A wide variety of polymers are cut with lasers. The beam causes melting, vaporization, or decomposition of the material. Thermoplastics such as polypropylene and polystyrene are cut by shearing of molten material, while thermosets such as phenolics or epoxies are cut by decomposition. Materials which decompose in the beam leave carbon residues on the cut edge. This must often be removed by some operation such as bead blasting before the parts may be used. Decomposition products of laser cut polymers have been found to be quite hazardous.

Composites are materials consisting of two or more distinct constituents. Usually, one component is fibrous while the other forms a surrounding matrix. By selecting appropriate matrices and reinforcing elements, the material can be engineered to have properties optimized for a specific use. From the standpoint of laser cutting, the main differences between composites are whether the matrix, the fibers, or both are organic.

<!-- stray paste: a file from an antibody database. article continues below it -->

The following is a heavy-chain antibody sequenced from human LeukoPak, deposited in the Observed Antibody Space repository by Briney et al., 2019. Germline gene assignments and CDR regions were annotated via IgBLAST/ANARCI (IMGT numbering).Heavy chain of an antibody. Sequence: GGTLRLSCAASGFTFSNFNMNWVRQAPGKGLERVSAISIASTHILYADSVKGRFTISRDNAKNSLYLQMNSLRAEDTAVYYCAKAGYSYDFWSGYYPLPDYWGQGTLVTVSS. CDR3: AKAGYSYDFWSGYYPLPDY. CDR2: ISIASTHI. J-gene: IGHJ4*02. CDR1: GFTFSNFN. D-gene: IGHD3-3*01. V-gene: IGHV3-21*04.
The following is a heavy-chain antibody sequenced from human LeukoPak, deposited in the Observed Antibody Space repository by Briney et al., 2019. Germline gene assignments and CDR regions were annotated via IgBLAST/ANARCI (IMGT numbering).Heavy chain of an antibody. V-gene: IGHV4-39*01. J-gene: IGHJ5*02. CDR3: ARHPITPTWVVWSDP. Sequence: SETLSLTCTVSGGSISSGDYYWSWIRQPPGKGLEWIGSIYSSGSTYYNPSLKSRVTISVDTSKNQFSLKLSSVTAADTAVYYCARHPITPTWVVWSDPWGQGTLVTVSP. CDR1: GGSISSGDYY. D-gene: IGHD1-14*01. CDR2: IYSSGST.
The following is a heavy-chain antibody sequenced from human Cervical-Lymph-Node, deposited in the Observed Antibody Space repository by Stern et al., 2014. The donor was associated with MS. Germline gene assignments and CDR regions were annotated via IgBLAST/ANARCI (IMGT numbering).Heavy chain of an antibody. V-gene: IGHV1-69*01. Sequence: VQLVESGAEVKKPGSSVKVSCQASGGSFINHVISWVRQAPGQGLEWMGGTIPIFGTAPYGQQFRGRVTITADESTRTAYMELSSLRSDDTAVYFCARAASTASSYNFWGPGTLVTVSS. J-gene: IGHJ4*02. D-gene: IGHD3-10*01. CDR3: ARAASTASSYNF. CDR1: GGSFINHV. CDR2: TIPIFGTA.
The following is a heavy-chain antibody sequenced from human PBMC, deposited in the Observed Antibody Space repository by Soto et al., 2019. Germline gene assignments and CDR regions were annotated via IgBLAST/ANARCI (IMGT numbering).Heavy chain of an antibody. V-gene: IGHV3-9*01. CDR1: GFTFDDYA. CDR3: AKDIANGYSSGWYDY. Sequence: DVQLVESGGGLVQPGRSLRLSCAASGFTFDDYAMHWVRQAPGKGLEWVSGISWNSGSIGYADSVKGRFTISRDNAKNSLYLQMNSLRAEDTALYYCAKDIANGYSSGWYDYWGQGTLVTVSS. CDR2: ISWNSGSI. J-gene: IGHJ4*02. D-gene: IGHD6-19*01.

If organic fibers are set in an organic matrix, the laser has little difficulty cutting. Kevlar (aramid) fibers in an epoxy matrix, a common high-performance composite, is readily laser-cut in thicknesses up to 6 mm. Thicker sections exhibit considerable charring of the cut edge.